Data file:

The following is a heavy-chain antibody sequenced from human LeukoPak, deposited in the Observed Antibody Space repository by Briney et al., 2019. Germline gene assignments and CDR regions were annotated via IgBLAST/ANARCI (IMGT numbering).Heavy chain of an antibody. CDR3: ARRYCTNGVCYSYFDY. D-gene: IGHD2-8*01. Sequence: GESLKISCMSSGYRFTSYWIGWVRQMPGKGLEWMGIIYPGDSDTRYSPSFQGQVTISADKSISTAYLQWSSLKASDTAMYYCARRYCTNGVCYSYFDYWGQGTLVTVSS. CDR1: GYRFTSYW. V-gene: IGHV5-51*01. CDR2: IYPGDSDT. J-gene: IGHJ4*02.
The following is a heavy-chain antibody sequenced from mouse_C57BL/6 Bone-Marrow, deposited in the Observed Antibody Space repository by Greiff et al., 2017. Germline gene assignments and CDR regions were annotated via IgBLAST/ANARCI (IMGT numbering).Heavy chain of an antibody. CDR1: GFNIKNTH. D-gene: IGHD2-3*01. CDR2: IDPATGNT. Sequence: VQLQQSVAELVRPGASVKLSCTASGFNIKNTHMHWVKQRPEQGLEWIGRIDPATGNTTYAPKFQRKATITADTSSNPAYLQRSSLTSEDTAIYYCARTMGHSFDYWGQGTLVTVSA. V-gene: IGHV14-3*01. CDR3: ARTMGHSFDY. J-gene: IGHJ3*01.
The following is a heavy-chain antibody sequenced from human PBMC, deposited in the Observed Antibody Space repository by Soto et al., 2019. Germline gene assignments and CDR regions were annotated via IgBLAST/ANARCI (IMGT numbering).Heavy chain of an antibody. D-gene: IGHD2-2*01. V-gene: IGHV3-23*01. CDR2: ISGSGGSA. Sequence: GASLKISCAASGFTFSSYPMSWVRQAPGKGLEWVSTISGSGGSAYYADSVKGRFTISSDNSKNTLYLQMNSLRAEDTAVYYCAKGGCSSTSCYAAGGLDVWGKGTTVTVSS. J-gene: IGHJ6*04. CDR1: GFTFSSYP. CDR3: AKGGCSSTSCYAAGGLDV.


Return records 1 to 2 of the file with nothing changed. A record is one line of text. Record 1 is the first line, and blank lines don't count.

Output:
The following is a heavy-chain antibody sequenced from human LeukoPak, deposited in the Observed Antibody Space repository by Briney et al., 2019. Germline gene assignments and CDR regions were annotated via IgBLAST/ANARCI (IMGT numbering).Heavy chain of an antibody. CDR3: ARRYCTNGVCYSYFDY. D-gene: IGHD2-8*01. Sequence: GESLKISCMSSGYRFTSYWIGWVRQMPGKGLEWMGIIYPGDSDTRYSPSFQGQVTISADKSISTAYLQWSSLKASDTAMYYCARRYCTNGVCYSYFDYWGQGTLVTVSS. CDR1: GYRFTSYW. V-gene: IGHV5-51*01. CDR2: IYPGDSDT. J-gene: IGHJ4*02.
The following is a heavy-chain antibody sequenced from mouse_C57BL/6 Bone-Marrow, deposited in the Observed Antibody Space repository by Greiff et al., 2017. Germline gene assignments and CDR regions were annotated via IgBLAST/ANARCI (IMGT numbering).Heavy chain of an antibody. CDR1: GFNIKNTH. D-gene: IGHD2-3*01. CDR2: IDPATGNT. Sequence: VQLQQSVAELVRPGASVKLSCTASGFNIKNTHMHWVKQRPEQGLEWIGRIDPATGNTTYAPKFQRKATITADTSSNPAYLQRSSLTSEDTAIYYCARTMGHSFDYWGQGTLVTVSA. V-gene: IGHV14-3*01. CDR3: ARTMGHSFDY. J-gene: IGHJ3*01.